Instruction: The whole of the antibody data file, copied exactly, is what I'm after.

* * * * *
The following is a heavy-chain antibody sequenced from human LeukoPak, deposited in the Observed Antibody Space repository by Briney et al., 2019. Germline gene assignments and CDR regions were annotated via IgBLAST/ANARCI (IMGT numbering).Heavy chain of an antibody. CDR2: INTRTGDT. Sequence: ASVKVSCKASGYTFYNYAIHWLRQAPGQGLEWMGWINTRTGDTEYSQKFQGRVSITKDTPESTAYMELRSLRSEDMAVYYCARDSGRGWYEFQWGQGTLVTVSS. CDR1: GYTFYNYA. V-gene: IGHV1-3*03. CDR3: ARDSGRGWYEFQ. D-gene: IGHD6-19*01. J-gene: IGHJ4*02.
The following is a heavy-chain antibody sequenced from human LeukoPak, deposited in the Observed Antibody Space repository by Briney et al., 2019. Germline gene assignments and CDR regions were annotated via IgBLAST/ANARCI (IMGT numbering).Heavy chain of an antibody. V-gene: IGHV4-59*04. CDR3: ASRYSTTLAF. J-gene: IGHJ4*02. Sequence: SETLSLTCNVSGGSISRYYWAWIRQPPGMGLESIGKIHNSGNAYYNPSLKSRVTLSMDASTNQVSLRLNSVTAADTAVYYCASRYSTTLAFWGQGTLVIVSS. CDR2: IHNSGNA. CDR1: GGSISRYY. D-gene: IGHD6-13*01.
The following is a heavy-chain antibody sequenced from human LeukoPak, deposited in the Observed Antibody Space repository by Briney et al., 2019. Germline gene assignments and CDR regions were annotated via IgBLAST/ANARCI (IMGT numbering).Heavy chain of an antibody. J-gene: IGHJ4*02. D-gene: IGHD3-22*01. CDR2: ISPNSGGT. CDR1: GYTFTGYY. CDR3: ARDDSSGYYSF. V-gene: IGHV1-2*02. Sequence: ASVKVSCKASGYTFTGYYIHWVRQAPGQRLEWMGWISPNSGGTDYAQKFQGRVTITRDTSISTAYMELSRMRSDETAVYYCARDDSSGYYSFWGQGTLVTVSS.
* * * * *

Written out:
The following is a heavy-chain antibody sequenced from human LeukoPak, deposited in the Observed Antibody Space repository by Briney et al., 2019. Germline gene assignments and CDR regions were annotated via IgBLAST/ANARCI (IMGT numbering).Heavy chain of an antibody. CDR2: INTRTGDT. Sequence: ASVKVSCKASGYTFYNYAIHWLRQAPGQGLEWMGWINTRTGDTEYSQKFQGRVSITKDTPESTAYMELRSLRSEDMAVYYCARDSGRGWYEFQWGQGTLVTVSS. CDR1: GYTFYNYA. V-gene: IGHV1-3*03. CDR3: ARDSGRGWYEFQ. D-gene: IGHD6-19*01. J-gene: IGHJ4*02.
The following is a heavy-chain antibody sequenced from human LeukoPak, deposited in the Observed Antibody Space repository by Briney et al., 2019. Germline gene assignments and CDR regions were annotated via IgBLAST/ANARCI (IMGT numbering).Heavy chain of an antibody. V-gene: IGHV4-59*04. CDR3: ASRYSTTLAF. J-gene: IGHJ4*02. Sequence: SETLSLTCNVSGGSISRYYWAWIRQPPGMGLESIGKIHNSGNAYYNPSLKSRVTLSMDASTNQVSLRLNSVTAADTAVYYCASRYSTTLAFWGQGTLVIVSS. CDR2: IHNSGNA. CDR1: GGSISRYY. D-gene: IGHD6-13*01.
The following is a heavy-chain antibody sequenced from human LeukoPak, deposited in the Observed Antibody Space repository by Briney et al., 2019. Germline gene assignments and CDR regions were annotated via IgBLAST/ANARCI (IMGT numbering).Heavy chain of an antibody. J-gene: IGHJ4*02. D-gene: IGHD3-22*01. CDR2: ISPNSGGT. CDR1: GYTFTGYY. CDR3: ARDDSSGYYSF. V-gene: IGHV1-2*02. Sequence: ASVKVSCKASGYTFTGYYIHWVRQAPGQRLEWMGWISPNSGGTDYAQKFQGRVTITRDTSISTAYMELSRMRSDETAVYYCARDDSSGYYSFWGQGTLVTVSS.